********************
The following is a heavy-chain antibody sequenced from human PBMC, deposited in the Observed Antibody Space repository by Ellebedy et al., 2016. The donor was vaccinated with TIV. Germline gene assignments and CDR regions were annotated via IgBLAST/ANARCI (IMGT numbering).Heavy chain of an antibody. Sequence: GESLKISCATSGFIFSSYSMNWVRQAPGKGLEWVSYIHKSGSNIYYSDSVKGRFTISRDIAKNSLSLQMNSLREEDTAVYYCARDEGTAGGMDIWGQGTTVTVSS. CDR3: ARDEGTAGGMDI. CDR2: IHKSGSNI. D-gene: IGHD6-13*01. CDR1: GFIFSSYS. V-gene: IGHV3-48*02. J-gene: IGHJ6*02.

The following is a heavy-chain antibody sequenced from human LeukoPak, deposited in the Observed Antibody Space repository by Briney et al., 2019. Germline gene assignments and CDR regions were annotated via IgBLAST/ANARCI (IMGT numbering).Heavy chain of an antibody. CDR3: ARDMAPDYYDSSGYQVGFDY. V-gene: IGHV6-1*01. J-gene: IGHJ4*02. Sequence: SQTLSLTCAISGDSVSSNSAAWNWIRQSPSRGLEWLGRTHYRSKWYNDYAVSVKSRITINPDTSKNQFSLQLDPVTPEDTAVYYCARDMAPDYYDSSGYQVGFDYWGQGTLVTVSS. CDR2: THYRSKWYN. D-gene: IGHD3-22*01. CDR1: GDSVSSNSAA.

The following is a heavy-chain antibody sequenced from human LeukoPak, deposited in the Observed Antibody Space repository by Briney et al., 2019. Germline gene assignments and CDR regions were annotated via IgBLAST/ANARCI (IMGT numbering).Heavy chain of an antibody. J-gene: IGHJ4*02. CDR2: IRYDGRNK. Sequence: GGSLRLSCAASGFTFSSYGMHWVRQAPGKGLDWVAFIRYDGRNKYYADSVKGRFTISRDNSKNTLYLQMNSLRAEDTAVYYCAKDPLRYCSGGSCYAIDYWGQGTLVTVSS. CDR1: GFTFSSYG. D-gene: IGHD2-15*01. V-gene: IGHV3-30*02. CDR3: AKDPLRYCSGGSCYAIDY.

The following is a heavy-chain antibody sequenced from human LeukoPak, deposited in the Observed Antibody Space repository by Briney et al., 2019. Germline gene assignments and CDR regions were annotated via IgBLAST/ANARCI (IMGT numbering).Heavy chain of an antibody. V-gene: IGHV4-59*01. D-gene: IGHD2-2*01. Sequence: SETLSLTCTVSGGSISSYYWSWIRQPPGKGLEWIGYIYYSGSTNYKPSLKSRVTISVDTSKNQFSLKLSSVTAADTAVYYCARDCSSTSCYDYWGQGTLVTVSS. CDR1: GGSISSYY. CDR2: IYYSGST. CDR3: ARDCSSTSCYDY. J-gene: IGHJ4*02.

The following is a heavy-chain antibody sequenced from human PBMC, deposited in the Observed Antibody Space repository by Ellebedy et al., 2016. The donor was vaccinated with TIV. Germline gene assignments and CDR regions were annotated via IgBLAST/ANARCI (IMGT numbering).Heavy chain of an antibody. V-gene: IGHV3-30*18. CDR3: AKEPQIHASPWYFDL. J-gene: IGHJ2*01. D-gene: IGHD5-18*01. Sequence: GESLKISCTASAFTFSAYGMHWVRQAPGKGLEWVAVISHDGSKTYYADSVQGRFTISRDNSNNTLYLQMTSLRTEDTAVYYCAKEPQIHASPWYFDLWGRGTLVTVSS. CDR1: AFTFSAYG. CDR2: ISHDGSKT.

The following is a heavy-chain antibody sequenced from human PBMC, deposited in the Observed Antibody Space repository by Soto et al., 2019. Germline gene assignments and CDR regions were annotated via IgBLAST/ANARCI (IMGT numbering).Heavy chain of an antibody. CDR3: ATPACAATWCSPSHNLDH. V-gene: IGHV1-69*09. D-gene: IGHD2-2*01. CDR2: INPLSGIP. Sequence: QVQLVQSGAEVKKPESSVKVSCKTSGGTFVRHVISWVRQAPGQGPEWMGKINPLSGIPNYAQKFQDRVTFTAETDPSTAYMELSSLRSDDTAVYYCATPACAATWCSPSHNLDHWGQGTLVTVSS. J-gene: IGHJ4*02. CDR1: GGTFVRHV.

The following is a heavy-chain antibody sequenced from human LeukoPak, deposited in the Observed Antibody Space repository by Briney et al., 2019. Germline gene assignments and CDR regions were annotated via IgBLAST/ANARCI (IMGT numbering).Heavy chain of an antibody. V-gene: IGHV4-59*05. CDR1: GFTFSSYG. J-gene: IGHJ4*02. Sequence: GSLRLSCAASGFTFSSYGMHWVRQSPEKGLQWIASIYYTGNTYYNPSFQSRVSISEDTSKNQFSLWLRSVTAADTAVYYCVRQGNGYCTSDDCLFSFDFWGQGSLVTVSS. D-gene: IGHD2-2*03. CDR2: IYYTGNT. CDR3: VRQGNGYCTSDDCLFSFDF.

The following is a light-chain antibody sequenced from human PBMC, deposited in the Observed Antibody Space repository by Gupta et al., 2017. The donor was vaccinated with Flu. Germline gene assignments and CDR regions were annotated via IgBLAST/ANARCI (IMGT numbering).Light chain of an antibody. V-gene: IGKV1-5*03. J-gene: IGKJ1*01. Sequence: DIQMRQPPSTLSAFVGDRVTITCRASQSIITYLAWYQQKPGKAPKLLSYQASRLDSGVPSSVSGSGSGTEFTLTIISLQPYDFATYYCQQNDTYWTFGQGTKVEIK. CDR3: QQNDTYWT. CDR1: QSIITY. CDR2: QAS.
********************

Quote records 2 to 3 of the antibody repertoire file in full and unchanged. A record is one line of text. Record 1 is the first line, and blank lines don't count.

The following is a heavy-chain antibody sequenced from human LeukoPak, deposited in the Observed Antibody Space repository by Briney et al., 2019. Germline gene assignments and CDR regions were annotated via IgBLAST/ANARCI (IMGT numbering).Heavy chain of an antibody. CDR3: ARDMAPDYYDSSGYQVGFDY. V-gene: IGHV6-1*01. J-gene: IGHJ4*02. Sequence: SQTLSLTCAISGDSVSSNSAAWNWIRQSPSRGLEWLGRTHYRSKWYNDYAVSVKSRITINPDTSKNQFSLQLDPVTPEDTAVYYCARDMAPDYYDSSGYQVGFDYWGQGTLVTVSS. CDR2: THYRSKWYN. D-gene: IGHD3-22*01. CDR1: GDSVSSNSAA.

The following is a heavy-chain antibody sequenced from human LeukoPak, deposited in the Observed Antibody Space repository by Briney et al., 2019. Germline gene assignments and CDR regions were annotated via IgBLAST/ANARCI (IMGT numbering).Heavy chain of an antibody. J-gene: IGHJ4*02. CDR2: IRYDGRNK. Sequence: GGSLRLSCAASGFTFSSYGMHWVRQAPGKGLDWVAFIRYDGRNKYYADSVKGRFTISRDNSKNTLYLQMNSLRAEDTAVYYCAKDPLRYCSGGSCYAIDYWGQGTLVTVSS. CDR1: GFTFSSYG. D-gene: IGHD2-15*01. V-gene: IGHV3-30*02. CDR3: AKDPLRYCSGGSCYAIDY.